Textile Curator | Textile Curator featuring quilter Ben Venom
Rocking quilts with heavy metal influences
Contemporary textile art and fibre art, San Francisco based quilter Ben Venom
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Ben Venom
Ben Venom Live Fast quilt

Live Fast (2015)

96 inches x 60 inches

Hand-made Quilt with Recycled Fabric

Ben Venom Fly bt Night quilt

Fly by Night (2013)

83 inches x 59 inches

Hand-made Quilt with Recycled Fabric

Ben Venom, Don't Tread on Me quilt

Don’t Tread On Me (2015)

155 inches x 87 inches

Hand-made Quilt with Recycled Fabric

Ben Venom, Once Bitten Twice Shy, quilt

Once Bitten Twice Shy (2015)

43 inches x 69 inches

Hand-made Quilt with Recycled Fabric

Ben Venom All the Aces quilt

All the Aces (2014)

95 inches x 105 inches

Hand-made Quilt with Recycled Fabric

Ben Venom Fly Like an Eagle

Fly Like An Eagle (2014) 

33 inches x 33 inches

Hand-made Quilt with Recycled Fabric

Ben Venom Die Last

Die Last (2015) 

20 inches x 28 inches

Jean Jacket with Recycled Fabric

Ben Venom, I am the Night Rider, quilt

I am the Night Rider (2015)

58 inches x 47 inches

Hand-made Quilt with Recycled Fabric

Ben Venom, King for a Day

King for a Day (2015) 

45 inches x  57 inches

Hand-made Quilt with Recycled Fabric

There is no question the Ben Venom quilt’s rock. From some of the material he uses (old t-shirts of favourite bands, to the motifs of tattoos and motorbike gangs from which he takes inspiration. The San Francisco based quilter describes his style as ‘a collision. combining disparate elements of culture…’ The energy is apparent in his exciting work that definitely changes people’s conceptions of what 21st Century Textiles can be. 

 

 

Did you specialise in textiles during your Fine Arts Degree?

 

Though I originally began my practice as a painter and printmaker, I began to transition to textile based work in graduate school at the San Francisco Art Institute. While in graduate school I was slowly learning how to use the sewing machine via trial and error. Mistakes are a large part of my artistic process. After seeing the Gees Bend quilts I decided to push the boundaries of my art and attempt to make a quilt. This first quilt would contain my collection of Heavy Metal band shirts. For years I had amassed a large pile of torn up and threadbare band shirts that I could never throw away. It’s not cool when your Slayer shirt turns to mesh. Ha! From there my work has progressed to include all types of material including donated/ recycled fabric, denim, leather, etc.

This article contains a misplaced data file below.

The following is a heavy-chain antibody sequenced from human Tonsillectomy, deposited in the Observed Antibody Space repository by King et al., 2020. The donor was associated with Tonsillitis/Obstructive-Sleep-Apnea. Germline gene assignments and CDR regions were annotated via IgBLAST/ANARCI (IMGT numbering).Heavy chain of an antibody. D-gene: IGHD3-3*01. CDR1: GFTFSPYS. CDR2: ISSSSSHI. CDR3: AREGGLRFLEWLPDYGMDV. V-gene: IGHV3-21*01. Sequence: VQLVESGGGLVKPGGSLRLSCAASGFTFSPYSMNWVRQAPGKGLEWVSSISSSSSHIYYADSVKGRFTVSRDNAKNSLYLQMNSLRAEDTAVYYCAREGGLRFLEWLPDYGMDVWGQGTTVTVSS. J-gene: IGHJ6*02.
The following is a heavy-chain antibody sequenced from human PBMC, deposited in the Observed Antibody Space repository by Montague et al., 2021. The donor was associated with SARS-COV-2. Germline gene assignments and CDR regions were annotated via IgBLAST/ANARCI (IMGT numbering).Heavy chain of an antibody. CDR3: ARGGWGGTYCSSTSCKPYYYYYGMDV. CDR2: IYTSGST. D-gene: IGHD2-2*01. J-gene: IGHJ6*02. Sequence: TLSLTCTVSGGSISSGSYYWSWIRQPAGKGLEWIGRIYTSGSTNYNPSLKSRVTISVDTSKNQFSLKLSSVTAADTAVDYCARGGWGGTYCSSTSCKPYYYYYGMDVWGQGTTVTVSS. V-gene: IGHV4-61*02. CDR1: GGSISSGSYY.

What is it about quilting that appeals to you?

 

Textiles are the perfect fusion of Art, Fashion, and especially Function. By stitching the donated fabrics into a unified piece the quilts are able to display a multitude of personal histories. Everyone’s unexplained stain, tear, or rip will be included and when displayed visitors will be able to see a piece of themselves woven into this larger history. A collection of memories, dreams, and past experiences will be on view in the form of a functional quilt.

 

 

How do you describe your style?

 

In one word my work can be described as a COLLISION. Much like the Large Hadron Collider in Switzerland that shoots opposing forces at near lightening speed to create an explosion and release of new energy, I combine various machismo, loud, and disparate elements of culture with a relatively soft functional medium…textiles. Turning it up to 11, pushing past the RED. The idea of masculine and feminine, yin and yang, craft and fine art forced together in one piece. 

 

 

You’ve mentioned vintage tattoos and motorcycle gangs as some of your inspiration, how do you give these references a contemporary feel?